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Studio Visit: Surfboard Shaper Paul Surf

At Rockaway Beach, owner Paul Schmidt crafts boards that can be put to use just a few feet away

Inside of his shipping container studio at Marina 59 in Rockaway Beach, New York, Paul Schmidt crafts surfboards for friends and first-timers under the moniker Paul Surf. The process, which can takes upward of an entire day, demands precision and artistic prowess. For Schmidt, the desire to create things stems from seeing his dad do so too. “My father owned a construction company when I was growing up, so from a very young age I was surrounded by people building things,” he explains. “He and I were very close, and I always wanted to impress him with my work ethic and drive. This early drive to create with my hands has informed most of my path in my adult life—always finding this type of work to be the most fulfilling way for me to spend my days.”

When Schmidt moved to NYC a decade ago, he took a design job in Manhattan. At the time, it was what he wanted to do—create and do so in proximity to the ocean. But being in Manhattan didn’t suffice, and the beach lured him off the island. “The pull of the ocean was too great,” he says, “and after a few years I relocated to Rockaway, found some space to start shaping more seriously, and began to dream of how I could make this business sustain a life I had envisioned since I began surfing. My team and I definitely feed off the contagious energy nearby. We think it gives our brand a unique edge, and feel lucky to have the access to such immense diversity.”

The dichotomy of city energy and beachside zen runs throughout the brand—and Schmidt himself. There’s a relaxing energy to the marina he works on and the nearby beach community where he lives. In the studio, paint-filled cups clutter a table, sand and dust is inevitably tracked everywhere and people, most of whom are kind-spirited like him (and enjoy surfing too), come and go without fuss.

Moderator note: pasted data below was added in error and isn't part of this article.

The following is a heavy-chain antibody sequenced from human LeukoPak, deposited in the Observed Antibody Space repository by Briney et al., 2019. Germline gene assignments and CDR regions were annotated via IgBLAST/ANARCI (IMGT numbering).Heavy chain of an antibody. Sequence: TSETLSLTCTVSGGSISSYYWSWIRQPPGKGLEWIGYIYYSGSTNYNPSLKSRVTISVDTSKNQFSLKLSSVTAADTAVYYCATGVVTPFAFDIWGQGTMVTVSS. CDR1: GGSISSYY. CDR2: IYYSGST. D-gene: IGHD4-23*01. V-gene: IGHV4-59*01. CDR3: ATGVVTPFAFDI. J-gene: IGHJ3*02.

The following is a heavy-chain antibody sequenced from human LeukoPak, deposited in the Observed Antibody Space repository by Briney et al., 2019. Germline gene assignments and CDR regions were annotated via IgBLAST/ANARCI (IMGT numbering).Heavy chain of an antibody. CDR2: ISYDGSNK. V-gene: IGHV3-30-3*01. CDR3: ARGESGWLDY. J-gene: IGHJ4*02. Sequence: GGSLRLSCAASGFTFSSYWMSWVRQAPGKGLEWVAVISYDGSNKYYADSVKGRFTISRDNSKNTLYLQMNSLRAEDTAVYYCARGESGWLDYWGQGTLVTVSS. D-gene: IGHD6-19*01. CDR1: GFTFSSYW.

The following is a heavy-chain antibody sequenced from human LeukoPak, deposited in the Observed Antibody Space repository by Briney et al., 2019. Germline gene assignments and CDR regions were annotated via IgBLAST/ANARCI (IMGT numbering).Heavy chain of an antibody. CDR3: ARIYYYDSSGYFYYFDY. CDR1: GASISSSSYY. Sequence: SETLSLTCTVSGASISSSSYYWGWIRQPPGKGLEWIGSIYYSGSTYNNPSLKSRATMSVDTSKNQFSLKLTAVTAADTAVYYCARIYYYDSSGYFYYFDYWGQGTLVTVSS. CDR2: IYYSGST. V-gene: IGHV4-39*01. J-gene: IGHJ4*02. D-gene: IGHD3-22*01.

“My path to shaping began as a carpenter when I lived in Virginia, roughly 12 years ago. I was working with a master carpenter at the time and, only a few years earlier, had fallen deeply into an intense affair with surfing,” he explains. “I mentioned I was interested in making a wooden longboard, and the older man got just about as stoked on the project as I was. We did some research, drew up templates, bought the wood, and got to work. I ended up making a 10-foot single-fin log with his help, and through the process, learned how to better use many of the old woodworking tools which would later become integral tools in my shop.”

Since then, Schmidt has been honing his craft solo—wishing to shape, cut, glass, color and deliver his boards himself. But being a part of this new community (and this budding business), he’s learned plenty. “A board could have a world-class glass job, a perfect sand out and polish, but if the shape is off, all of the rest is just a pretty facade. It takes shaping hundreds of boards before one begins to really internalize and see certain lines and contours and how they all coalesce into a high-quality, functional surfboard. The average board will take a few hours to shape, and then it’s a long process of laminating, sanding, various coatings of clear resin and fin-setting, and then final sanding and polish.”

The Paul Surf boards that are available for purchase (custom and lesson-made ones too) have an impressive veneer, texture and strength to them. They’re empowering, artful and eye-catching—especially those that Schmidt applies vivid coats to.

“The surf industry has not been immune to the same trend toward planned obsolescence and single-use disposability that have saturated our culture,” he says. There are plenty of other places to buy a board, but Schmidt emphasizes the locality and quality that go into crafting one of his. “Walk into 98% of surf shops and you’ll find boards filed in the racks—cheaply produced, imported, and structurally inferior boards built to last a season or two. We build our boards with the intention that they can be, with proper care, surfed for a lifetime. This goal affects almost every aspect of the board-building process, from the materials we source to build them to our classic aesthetic designs. We think seriously about the construction of our boards and build them for the long haul.”

Not only is the construction superior, but Schmidt’s boards also have one artistic value that isn’t often seen elsewhere: he picks, mixes and applies every color by hand. “Color mixing is one of my favorite parts of the process,” he says. “Trying to tweak a tint slightly to achieve the desired smokiness or milkiness can definitely be time-consuming, but nailing the color someone has requested is exciting and always inspires a moment of stand-back-and-stare appreciation.”

“There’s nothing quite like it,” he says of seeing someone, himself included, hop on a board he’s made. “To see every step of the process through, from raw blank to the polishing compound in the sanding room, then to wax up the new shape and paddle it into waves a few blocks from the studio and my house in Rockaway… There’s a simplicity to this turn around aspect of the business that continues to captivate me year after year.”

Images courtesy of Paul Surf


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